This was the most interesting quote to me in the conclusion because it really made me think about if we really do need to base our ideas on a great thinker before us. Does this make us not as intelligent? Are generations to come destined to not be as intelligent as the ones who came before? I hope that we use previous knowledge to make ourselves and our generation even greater than the last with technological and medical advancements that will help us live up to our full potential.
This article was very interesting and talked about modern day platforms and the advantages that this business model provided. It also says that this will create the most value in a business and help it to grow.
This was an interesting word to learn for me because I had never heard of it before. When I looked up the definition it was defined as “a term used in evolutionary biology to describe a trait that has been co-opted for a use other than the one for which natural selection has built it” (Google Dictionary). I was curious to see the evolution of the archaeopteryx that was talked about in the chapter so I also looked up a picture to see how it had changed.
This article gives a good time line on how this creature evolved into what our modern day birds look like.
I found this chapter so interesting because it brought up a very different way of thinking about technological and scientific advancements. Not all things are discovered by careful analysis and processes. Things mainly happen because of error. http://www.nbcnews.com/id/38870091/ns/technology_and_science-innovation/t/greatest-accidental-inventions-all-time/#.VryZ9cc-C1s
This list also was interesting to see how many things that are used today were never supposed to be invented!
This is a link to devonthink which is a website that allows users to share ideas that connect. You can archive all your thoughts and access old material. This program is able to make connections between things that you did not initially search for. This allows for more serendipity to occur than just using google. I believe that google is good when you are looking for a specific answer to one thing but devonthink allows you to access so much more information.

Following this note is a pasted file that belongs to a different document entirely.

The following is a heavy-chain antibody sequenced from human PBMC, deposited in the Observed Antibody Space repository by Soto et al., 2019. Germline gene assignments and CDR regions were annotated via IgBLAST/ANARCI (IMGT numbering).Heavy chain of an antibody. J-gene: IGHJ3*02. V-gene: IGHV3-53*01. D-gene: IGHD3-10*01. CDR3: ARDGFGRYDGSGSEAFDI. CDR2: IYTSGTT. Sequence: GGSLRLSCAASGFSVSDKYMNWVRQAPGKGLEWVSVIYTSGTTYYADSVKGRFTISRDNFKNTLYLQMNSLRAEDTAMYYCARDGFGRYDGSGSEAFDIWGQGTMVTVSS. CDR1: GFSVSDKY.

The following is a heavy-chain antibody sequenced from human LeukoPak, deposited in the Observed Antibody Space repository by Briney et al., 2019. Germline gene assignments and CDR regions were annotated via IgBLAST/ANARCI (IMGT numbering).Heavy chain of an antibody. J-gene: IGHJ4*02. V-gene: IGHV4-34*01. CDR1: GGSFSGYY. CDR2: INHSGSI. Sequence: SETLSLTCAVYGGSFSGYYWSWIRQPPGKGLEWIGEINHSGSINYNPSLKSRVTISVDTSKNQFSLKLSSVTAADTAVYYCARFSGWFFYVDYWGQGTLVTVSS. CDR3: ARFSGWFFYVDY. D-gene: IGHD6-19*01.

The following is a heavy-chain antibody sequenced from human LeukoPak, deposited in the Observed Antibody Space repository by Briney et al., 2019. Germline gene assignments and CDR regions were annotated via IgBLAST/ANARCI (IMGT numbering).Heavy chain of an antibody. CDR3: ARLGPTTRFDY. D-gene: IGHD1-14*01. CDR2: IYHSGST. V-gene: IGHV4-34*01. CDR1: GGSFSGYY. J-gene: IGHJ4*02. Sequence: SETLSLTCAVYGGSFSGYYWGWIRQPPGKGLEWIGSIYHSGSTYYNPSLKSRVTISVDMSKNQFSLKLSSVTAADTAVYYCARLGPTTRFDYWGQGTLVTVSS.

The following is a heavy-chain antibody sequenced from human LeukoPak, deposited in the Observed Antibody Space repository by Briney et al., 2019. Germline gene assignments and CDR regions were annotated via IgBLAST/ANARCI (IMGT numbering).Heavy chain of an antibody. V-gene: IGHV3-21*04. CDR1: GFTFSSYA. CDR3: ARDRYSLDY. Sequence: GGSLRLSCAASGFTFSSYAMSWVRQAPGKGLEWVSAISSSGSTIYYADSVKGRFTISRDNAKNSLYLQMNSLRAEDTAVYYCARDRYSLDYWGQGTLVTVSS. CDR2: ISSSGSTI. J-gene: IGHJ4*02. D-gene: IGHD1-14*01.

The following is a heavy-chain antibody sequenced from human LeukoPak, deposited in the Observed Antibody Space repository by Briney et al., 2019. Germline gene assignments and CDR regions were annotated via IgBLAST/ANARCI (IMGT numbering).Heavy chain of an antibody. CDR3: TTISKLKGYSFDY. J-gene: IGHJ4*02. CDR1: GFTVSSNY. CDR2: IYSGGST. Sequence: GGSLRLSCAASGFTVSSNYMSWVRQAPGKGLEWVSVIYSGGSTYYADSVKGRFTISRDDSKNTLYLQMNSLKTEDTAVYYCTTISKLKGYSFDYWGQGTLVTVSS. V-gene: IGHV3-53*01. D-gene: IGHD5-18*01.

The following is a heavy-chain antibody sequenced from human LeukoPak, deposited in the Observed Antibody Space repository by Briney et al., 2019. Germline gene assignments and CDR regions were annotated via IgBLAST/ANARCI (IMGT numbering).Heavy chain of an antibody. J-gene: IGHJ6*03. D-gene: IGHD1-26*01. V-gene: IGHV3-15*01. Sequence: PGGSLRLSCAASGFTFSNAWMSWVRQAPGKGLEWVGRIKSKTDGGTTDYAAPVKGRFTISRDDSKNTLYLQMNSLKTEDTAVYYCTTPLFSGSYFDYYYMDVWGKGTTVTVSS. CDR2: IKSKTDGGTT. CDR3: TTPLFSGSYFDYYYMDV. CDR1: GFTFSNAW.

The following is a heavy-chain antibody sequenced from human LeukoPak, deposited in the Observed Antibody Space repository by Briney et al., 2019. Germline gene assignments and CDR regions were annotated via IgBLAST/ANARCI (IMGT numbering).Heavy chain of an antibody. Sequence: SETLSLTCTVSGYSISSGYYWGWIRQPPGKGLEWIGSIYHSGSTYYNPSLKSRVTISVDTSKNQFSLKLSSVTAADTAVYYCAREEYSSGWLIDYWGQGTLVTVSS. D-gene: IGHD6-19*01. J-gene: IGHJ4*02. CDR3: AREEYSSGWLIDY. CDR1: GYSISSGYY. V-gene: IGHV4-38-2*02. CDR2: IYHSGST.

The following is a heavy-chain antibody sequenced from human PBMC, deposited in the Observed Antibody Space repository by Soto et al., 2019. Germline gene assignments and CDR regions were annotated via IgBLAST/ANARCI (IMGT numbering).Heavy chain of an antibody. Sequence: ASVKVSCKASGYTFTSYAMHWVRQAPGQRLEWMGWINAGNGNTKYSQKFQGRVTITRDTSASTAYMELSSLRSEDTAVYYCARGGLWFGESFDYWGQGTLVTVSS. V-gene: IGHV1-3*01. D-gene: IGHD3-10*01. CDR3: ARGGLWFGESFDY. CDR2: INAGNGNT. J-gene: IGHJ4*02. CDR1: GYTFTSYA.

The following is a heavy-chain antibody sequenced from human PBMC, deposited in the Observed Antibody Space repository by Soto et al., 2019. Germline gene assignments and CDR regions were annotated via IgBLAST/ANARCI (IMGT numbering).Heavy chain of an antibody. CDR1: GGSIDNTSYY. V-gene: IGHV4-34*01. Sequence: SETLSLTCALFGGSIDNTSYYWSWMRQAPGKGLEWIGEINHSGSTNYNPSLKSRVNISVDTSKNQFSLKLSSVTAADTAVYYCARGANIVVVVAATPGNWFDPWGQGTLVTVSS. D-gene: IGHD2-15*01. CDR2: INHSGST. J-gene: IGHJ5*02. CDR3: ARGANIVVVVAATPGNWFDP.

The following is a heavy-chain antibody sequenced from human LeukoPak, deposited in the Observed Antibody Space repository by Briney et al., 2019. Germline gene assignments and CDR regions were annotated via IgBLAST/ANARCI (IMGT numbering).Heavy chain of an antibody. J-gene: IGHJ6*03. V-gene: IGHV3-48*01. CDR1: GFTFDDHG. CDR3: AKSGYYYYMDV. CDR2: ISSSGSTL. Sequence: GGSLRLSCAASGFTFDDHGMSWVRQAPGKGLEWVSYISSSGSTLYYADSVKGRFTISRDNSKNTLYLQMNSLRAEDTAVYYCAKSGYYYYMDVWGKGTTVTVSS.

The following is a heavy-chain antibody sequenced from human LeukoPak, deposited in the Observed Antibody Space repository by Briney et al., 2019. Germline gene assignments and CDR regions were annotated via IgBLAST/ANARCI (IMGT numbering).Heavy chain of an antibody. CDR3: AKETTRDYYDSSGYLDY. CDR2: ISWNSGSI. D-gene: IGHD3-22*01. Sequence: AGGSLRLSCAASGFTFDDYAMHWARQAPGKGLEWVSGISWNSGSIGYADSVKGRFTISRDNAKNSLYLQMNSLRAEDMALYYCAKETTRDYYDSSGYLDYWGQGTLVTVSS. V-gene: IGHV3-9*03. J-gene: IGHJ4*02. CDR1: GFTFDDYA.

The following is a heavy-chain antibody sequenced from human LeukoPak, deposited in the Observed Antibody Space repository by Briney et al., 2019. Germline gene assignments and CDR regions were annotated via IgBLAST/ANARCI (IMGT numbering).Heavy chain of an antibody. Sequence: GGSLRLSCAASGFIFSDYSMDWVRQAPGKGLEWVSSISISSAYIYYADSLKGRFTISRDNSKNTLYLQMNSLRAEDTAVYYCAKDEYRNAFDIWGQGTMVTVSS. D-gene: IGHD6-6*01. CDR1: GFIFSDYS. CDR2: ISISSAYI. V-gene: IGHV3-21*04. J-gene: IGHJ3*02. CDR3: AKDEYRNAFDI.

Johnson talked about the idea of slow hunches and how this was the rule. No one really has light bulb ideas like Sherlock Holmes who quickly puts together clues in less than a day. It takes time to process ideas and come to a realization about what makes the most sense. Even Darwin took almost a year to realize what all his research about evolution meant. This made me realize the importance of slowing down and really taking time to look over ideas instead of just posting or sharing your idea right away, which is what happens a lot now because of social media.
This is a good invention that is not only more reasonable to make but also easier to fix. The scientists and inventors at work on this project are helping to lower infant mortality rates and improve the quality of life in third world countries. The pros outweigh any cons. Although there is the worry about prices of this invention and if it will be made available to those who really need it who might not be able to afford it.
“When we look at the history of innovation from the vantage point of the long zoom, what we find is that unusually generative environments display similar patterns of creativity at multiple scales simultaneously.” p.20
This quote is showing that you can’t look at a big picture of an environment; you have to look much deeper and look at each singular organism and its part in helping the environment function.
“Once the techniques of gene modification have been developed, they are open to misuse, tempting those in power to alter genes for reasons other than eliminating disease.” p.213
There are many positives and negatives to gene modification. I believe that the positives do outweigh the negatives. Scientists and doctors would be able to work together to find cures for diseases that are killing many people throughout the world. People would be stronger and lead healthier lives due to this research. Although I believe that there should be some government intervention that would ensure that this research would not be used in the wrong way and help to protect the safety of those that use it.